Another point to bear in mind. Production costs are now less than 35-40% of the total package costs. Postage and list rental costs have increased at a faster pace than printing, database preparation and lettershop charges. So it pays to add costs to production that you suspect will increase response rates. I often find that adding useful elements and personalizing the direct mail package increase overall response rates.
5. What do you think is the future of direct mail marketing?
I think it depends on what direct marketing means. To me, direct marketing is a specific strategy that requires a response on a one-to-one basis to qualify as direct marketing.
This means that direct mail may or may not be a direct response piece if it’s not evaluated based on a CPS or CPL basis. In fact, any channel that elicits a direct response is direct marketing.
In my opinion, direct marketing is the future as defined above.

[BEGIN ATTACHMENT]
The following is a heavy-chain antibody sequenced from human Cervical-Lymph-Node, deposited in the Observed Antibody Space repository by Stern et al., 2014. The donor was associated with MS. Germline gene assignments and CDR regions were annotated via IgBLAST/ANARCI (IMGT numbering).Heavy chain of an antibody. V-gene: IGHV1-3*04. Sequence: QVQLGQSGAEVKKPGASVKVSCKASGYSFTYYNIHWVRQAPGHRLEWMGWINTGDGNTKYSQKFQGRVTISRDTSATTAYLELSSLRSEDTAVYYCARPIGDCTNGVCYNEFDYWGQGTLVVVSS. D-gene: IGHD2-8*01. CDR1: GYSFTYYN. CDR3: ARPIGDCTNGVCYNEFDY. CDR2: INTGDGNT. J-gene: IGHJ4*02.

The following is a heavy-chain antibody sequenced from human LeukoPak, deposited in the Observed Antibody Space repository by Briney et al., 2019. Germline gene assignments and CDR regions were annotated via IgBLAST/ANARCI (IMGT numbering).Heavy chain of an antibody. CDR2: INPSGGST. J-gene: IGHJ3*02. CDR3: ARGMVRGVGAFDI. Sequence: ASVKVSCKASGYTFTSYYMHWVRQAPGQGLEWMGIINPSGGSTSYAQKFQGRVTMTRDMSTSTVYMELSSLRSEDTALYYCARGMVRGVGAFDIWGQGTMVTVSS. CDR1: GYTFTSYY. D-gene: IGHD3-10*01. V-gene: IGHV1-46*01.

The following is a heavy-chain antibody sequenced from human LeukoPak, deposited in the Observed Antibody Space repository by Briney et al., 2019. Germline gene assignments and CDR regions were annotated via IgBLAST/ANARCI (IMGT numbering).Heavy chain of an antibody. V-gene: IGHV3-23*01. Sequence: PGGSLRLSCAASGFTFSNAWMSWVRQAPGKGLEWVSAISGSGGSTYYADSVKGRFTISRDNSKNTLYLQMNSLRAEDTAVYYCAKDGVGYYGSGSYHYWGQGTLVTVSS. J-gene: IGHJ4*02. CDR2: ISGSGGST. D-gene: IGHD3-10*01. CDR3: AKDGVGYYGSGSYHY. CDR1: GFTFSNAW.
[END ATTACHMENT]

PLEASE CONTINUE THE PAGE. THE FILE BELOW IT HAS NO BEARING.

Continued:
The Internet is at least 70% direct marketing. The Internet channel has been a boon to direct marketers because we know what gets response, how to test and have a better grasp of customer management (CRM) and database marketing than most Internet marketers.
But getting back to direct mail, I see a real future there. Email marketing is now useless as an acquisition tool for most clients (though critical in CRM) as it gets overrun by spam and is overused by lazy marketers.
Direct mail, on the other hand, has become the Cadillac of marketing because weak and fly-by-night companies cannot afford direct mail. In a real sense, direct mail remains a strong response channel but now supports a company’s brand better than ever before.